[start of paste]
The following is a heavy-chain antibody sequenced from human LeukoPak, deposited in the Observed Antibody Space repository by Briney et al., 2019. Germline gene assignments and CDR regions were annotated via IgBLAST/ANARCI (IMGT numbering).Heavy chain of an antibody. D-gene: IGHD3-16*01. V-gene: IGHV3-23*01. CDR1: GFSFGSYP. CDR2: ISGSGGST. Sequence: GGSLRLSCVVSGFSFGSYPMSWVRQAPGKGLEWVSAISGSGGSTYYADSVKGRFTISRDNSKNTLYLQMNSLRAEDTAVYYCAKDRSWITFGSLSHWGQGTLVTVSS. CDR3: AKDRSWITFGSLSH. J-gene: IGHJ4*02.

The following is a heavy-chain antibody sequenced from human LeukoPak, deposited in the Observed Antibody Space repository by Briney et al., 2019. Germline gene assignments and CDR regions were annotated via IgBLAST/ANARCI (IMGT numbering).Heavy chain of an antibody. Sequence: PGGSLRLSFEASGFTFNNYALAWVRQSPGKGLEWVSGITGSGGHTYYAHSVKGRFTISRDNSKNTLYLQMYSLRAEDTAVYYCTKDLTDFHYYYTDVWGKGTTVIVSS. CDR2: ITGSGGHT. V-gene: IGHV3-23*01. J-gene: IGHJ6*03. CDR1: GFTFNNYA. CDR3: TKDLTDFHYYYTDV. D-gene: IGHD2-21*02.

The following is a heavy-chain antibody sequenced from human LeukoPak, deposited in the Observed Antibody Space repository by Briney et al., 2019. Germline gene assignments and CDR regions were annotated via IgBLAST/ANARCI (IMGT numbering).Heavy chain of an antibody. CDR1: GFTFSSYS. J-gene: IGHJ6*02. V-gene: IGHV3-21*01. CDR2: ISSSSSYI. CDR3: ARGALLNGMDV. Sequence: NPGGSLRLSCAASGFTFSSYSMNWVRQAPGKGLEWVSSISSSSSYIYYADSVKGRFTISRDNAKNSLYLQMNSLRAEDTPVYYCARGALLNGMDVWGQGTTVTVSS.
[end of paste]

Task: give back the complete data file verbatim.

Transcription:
The following is a heavy-chain antibody sequenced from human LeukoPak, deposited in the Observed Antibody Space repository by Briney et al., 2019. Germline gene assignments and CDR regions were annotated via IgBLAST/ANARCI (IMGT numbering).Heavy chain of an antibody. D-gene: IGHD3-16*01. V-gene: IGHV3-23*01. CDR1: GFSFGSYP. CDR2: ISGSGGST. Sequence: GGSLRLSCVVSGFSFGSYPMSWVRQAPGKGLEWVSAISGSGGSTYYADSVKGRFTISRDNSKNTLYLQMNSLRAEDTAVYYCAKDRSWITFGSLSHWGQGTLVTVSS. CDR3: AKDRSWITFGSLSH. J-gene: IGHJ4*02.

The following is a heavy-chain antibody sequenced from human LeukoPak, deposited in the Observed Antibody Space repository by Briney et al., 2019. Germline gene assignments and CDR regions were annotated via IgBLAST/ANARCI (IMGT numbering).Heavy chain of an antibody. Sequence: PGGSLRLSFEASGFTFNNYALAWVRQSPGKGLEWVSGITGSGGHTYYAHSVKGRFTISRDNSKNTLYLQMYSLRAEDTAVYYCTKDLTDFHYYYTDVWGKGTTVIVSS. CDR2: ITGSGGHT. V-gene: IGHV3-23*01. J-gene: IGHJ6*03. CDR1: GFTFNNYA. CDR3: TKDLTDFHYYYTDV. D-gene: IGHD2-21*02.

The following is a heavy-chain antibody sequenced from human LeukoPak, deposited in the Observed Antibody Space repository by Briney et al., 2019. Germline gene assignments and CDR regions were annotated via IgBLAST/ANARCI (IMGT numbering).Heavy chain of an antibody. CDR1: GFTFSSYS. J-gene: IGHJ6*02. V-gene: IGHV3-21*01. CDR2: ISSSSSYI. CDR3: ARGALLNGMDV. Sequence: NPGGSLRLSCAASGFTFSSYSMNWVRQAPGKGLEWVSSISSSSSYIYYADSVKGRFTISRDNAKNSLYLQMNSLRAEDTPVYYCARGALLNGMDVWGQGTTVTVSS.